Anyway, I don't plan on supporting it... just an experiment. I should probably update the readme to state that.
While developing rovr, I was also learning ES6 at the same time. If you have any opinions on the code, please let me know!
I have checked out Gatsby before though, and it looks like a great project with many more features than rovr. Although I'm happy with Jekyll, I may try this out again in the future.
React is great but so wrong for an SSG and instantaneous loading of next pages is great but...
- Preloading all blog posts does not scale and is not wanted; a post is read and only a tiny tiny part clicks on the next or other posts
- More important is that the initial or clicked post loads rapidly, but it doesn't, it's slow and when looking on all the other million SSGed blogs which load in milliseconds, no thanks
I looked deep into Gatsy once I was choosing a SSG but until the end I couldn't understand the architectural decisions made. Yes it feels fancy but doesn't match the use case at all.
Eagerly awaiting attacks on the car simile. Go.
It's just tooling
One thing I wish was easier was disabling the whole react-router part and just outputting standalone pages.
Here are some key points I would like to highlight:
- like gatsby, Phenomic generate HTML for all pages (so works without JS)
- unlike gatsby, Phenomic does not put all content of the website in the JS client side bundle (content is loaded on demand only, which is a must have for moderate and big websites)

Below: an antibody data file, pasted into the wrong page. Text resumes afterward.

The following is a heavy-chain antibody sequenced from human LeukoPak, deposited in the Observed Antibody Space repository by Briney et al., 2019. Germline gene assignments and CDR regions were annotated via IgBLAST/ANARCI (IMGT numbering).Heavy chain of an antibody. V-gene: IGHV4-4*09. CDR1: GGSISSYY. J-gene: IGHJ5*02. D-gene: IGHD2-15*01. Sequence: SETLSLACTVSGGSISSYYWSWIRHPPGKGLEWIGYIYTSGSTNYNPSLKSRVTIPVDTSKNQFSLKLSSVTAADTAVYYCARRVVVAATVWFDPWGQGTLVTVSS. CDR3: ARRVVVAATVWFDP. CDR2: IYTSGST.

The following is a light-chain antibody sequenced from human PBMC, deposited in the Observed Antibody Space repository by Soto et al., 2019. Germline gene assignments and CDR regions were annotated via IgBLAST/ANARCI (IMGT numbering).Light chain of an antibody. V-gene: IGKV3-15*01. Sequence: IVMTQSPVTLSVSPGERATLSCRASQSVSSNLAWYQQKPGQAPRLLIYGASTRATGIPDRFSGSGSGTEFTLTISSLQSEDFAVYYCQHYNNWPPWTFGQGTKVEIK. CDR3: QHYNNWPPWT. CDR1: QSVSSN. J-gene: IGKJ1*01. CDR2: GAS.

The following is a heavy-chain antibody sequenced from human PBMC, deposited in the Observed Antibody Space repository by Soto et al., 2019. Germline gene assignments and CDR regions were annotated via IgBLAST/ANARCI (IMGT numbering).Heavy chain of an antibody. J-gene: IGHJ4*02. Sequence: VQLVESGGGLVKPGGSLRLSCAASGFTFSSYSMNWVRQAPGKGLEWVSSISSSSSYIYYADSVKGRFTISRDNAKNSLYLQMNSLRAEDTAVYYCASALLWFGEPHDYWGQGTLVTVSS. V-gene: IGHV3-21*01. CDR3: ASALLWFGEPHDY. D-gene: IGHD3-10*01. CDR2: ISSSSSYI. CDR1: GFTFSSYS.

- offline support can be enabled with a single boolean flag to save all content of the website (make sense for docs) but you have plenty of options in case you want something more flexible (like cache when viewed) https://phenomic.io/docs/advanced/offline-browsing/
- we will offer soon a built-in search probably via algolia, but I will try to offer alternatives (note that it can already be setup pretty easily - some of our users already did this with just a few lines of code)
- a plugin system is coming soon so you can tweak the content consumed by phenomic
- themes will be a thing
- in case you have some questions before making your choices, here is a link to our gitter chat https://gitter.im/MoOx/phenomic
Phenomic is not meant to be a closed/magic box: you have full control over any step of the build process. And you also have full control over your webpack and babel config etc. We offer flexibility for built-in options via JSON or CLI args (we use yargs and an additional custom layer to validates all options and values so you make any mistakes).
Btw, Phenomic offers by default best practices with eslint/stylelint and uses under the hood AVA for its tests.
Just take a quick look to https://phenomic.io/ and the showcased sites https://phenomic.io/showcase/
React also enables some of the features of the tool. For example, hot reloading the contents of the page while writing/developing, which may make for a smoother experience.
If this isn't to your taste or doesn't fit your requirements, I'm sure the OP and author of the tool would not be offended if you continued to use Jekyll et al.
In interactive contexts, it probably helps to keep the application in a single state while reloading, but I don't believe that applies here.
I did find some really interesting services when I was looking through the reference list, Syncano in particular.
I will stick to Middleman, I can always use React there.